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Heat ready to get back to business

The Heat's Dwyane Wade goes in for a layup against the Thunder's Kevin Durant during Sunday's NBA All-Star Game.
Ronald Martinez/Getty Images)

With the NBA All-Star Games activities out of the way, the Miami Heat now can get back to the real business of the season: The race in the Eastern Conference and, longer term, the competition for best record in the league.

Finishing first in the East gives the Heat home-court advantage through the conference finals.

Getting the best record overall gives them home-court for the Finals.

Early on, the Indiana Pacers were pretty much acceded the former with their hot start. But when the Heat resume play Tuesday night in Dallas, they will be only two games back of the Pacers in the “lost” column with the two teams having two meetings remaining in the regular season (March 26 at Indianapolis and April 11 in Miami).

Suddenly, it looks to be a race again in the East.

The Heat are four games back of Western Conference Leader Oklahoma City overall but, as with the Pacers, have only two more losses than the Thunder with the two set to meet for the second and final time Thursday in Oklahoma City.

The number of losses is more critical because you can make up deficits against a team in wins, but not in defeats. It’s like a game lost is on your permanent record. An advantage in wins can be temporary.

Of course, it’s not exactly a fatal blow if the Heat don’t gain home-court advantage in the playoffs. History has shown they have a way of making up such disadvantages.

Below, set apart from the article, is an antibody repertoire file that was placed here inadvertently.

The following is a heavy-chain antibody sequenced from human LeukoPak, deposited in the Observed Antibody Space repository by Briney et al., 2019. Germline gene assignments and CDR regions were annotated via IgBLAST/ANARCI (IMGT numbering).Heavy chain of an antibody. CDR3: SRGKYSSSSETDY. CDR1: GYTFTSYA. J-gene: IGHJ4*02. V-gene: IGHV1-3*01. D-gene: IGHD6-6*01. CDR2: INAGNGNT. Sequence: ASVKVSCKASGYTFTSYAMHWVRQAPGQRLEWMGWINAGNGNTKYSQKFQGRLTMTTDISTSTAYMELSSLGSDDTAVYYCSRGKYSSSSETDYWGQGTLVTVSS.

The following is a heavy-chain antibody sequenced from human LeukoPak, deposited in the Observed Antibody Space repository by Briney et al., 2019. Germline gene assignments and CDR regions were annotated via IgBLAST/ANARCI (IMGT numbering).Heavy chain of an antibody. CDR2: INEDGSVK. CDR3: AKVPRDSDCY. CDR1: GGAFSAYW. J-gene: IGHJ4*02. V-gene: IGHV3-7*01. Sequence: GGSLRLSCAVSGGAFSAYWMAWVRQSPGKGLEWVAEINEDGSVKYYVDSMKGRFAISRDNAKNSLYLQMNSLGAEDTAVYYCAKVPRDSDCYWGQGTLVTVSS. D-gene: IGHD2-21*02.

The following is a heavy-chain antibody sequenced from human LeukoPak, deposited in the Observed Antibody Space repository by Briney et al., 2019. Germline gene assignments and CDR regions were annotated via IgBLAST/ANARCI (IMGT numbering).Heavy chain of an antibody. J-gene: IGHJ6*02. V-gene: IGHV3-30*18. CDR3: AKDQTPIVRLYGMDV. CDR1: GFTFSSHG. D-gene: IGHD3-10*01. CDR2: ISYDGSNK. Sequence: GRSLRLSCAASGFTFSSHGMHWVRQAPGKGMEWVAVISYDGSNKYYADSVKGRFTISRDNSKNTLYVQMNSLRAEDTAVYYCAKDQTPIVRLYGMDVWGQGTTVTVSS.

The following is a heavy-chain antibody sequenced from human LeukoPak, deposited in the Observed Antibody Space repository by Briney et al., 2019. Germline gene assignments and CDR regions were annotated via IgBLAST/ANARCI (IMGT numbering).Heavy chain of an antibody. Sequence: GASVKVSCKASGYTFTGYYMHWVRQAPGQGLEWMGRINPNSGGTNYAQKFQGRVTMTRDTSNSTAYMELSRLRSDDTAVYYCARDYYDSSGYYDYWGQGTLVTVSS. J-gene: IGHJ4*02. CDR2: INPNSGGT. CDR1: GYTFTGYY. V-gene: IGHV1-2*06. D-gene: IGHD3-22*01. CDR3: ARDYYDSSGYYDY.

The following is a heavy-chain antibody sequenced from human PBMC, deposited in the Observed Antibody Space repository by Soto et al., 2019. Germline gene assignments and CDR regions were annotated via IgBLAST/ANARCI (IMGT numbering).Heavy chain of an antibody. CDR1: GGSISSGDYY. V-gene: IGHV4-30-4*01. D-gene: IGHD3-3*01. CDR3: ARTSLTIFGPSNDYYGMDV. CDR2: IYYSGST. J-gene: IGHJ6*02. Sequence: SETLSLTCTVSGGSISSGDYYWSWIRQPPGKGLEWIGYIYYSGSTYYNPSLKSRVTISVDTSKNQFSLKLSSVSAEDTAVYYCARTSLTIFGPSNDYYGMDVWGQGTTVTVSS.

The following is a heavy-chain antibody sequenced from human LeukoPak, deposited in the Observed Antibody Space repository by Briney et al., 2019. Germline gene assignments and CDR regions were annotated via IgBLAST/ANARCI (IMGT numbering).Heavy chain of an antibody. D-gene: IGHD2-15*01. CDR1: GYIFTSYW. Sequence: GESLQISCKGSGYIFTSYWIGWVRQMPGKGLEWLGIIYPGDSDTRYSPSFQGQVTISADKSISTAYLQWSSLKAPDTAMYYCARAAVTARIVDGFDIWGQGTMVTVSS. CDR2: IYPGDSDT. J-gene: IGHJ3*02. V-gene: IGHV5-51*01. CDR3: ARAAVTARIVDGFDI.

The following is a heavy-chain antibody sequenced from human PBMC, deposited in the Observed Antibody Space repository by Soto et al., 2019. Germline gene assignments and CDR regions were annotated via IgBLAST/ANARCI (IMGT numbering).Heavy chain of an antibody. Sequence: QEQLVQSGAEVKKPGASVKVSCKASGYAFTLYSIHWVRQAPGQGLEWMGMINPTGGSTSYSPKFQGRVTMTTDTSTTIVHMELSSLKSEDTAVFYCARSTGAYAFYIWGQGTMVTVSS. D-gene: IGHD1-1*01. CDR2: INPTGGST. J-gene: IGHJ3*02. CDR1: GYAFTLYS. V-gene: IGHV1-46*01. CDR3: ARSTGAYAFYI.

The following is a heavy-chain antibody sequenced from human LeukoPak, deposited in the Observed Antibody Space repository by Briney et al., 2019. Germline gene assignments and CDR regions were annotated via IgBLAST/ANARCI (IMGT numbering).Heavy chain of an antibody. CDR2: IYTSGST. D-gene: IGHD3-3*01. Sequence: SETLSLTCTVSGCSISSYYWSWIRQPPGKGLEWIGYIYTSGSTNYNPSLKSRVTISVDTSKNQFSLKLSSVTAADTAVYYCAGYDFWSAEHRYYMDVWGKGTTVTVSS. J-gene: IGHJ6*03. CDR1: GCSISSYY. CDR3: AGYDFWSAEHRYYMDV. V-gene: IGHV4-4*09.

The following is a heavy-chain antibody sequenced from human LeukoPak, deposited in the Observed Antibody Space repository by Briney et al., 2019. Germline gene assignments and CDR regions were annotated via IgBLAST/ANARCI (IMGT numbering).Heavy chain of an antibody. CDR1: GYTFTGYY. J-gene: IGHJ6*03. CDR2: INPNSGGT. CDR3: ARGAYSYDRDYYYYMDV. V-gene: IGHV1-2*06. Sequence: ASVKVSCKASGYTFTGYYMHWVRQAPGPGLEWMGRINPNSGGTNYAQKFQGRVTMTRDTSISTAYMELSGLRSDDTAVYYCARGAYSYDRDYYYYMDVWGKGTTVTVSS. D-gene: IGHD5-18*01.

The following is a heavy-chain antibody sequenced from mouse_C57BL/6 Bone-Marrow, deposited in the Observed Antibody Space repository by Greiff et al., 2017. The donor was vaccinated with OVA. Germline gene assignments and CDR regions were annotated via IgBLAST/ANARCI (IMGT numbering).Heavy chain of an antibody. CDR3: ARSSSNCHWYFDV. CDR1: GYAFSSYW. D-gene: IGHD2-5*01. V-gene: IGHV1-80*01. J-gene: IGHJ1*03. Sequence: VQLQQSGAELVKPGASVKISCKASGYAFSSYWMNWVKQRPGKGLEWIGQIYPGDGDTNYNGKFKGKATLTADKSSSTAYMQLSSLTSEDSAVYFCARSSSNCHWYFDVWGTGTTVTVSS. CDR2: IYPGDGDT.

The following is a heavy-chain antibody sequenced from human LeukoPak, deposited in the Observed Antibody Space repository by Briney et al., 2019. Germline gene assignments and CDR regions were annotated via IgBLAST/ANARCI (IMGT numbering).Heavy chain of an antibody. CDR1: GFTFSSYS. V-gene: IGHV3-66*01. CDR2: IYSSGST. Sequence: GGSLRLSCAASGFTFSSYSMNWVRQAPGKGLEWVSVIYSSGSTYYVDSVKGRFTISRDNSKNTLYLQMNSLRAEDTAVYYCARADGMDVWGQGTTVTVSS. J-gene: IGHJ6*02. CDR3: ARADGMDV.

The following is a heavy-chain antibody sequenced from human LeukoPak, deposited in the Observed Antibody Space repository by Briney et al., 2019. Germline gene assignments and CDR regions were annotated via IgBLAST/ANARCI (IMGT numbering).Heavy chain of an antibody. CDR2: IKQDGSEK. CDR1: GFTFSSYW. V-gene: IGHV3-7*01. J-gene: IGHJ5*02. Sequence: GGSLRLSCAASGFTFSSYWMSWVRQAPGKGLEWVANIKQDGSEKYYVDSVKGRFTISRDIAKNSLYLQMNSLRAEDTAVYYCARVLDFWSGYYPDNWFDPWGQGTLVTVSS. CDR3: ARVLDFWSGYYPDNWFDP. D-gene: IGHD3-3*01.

They had the advantage of the extra game at home through all of last year’s playoffs, but in 2012 the Thunder owned the home-court in the Finals.

The Heat gained a split of the first two games, then won three in a row at home for the title. That’s not going to be possible this time, however, because the NBA has switched to a 2-2-1-1-1 format for the finals instead of the 2-3-2 that had been used the last several years.

In 2011, the Bulls had the home-court advantage in the Eastern finals and won the opener in Chicago. But the Heat responded by winning four a row, the second game at Chicago, two in Miami, and the fifth game back in Chicago to move on.

Against Dallas in the Finals, the Heat had the home-floor advantage and won the opener, but lost the series when the Mavericks won four of the next five, including Game 6 in Miami.

Other issues would seem to take precedence over the competition to finish with the best record in the league.

Here are some things to watch for:

-- How much will Dwyane Wade be able to handle over the final two months of the regular season? He has missed 15 of the first 51 games, mostly because of tender knees. Wade played less than 12 minutes in Sunday night’s all-star game after sitting out the Heat’s last two games.

Starting Ray Allen in Wade’s place upsets the rotation, taking away from the punch Allen gives the Heat coming off the bench. But is recently acquired Toney Douglas, who started the Heat’s last two games, the answer in the playoffs?

-- How much will Greg Oden, acquired in the off-season to add muscle inside, be able to play? Coming back from his injury history, Oden has played in nine games for the Heat, averaging 8.1 minutes an appearances.

At times he has looked as if he could be a contributor inside, but he still has to prove he can hold up over the long run.

-- What about the schedule? After finishing up a stretch of six consecutive road games with the outings in Dallas and Oklahoma City, the Heat will have 17 home games remaining against 12 on the road.

That’s favorable, but they also have seven sets of back-to-back games on consecutive nights, including two in the first 10 days of March. That could mean less time for Wade and more of a load for LeBron James to carry.

There likely will be other issues to crop up over the next few weeks, but those are three of the bigger ones at the moment.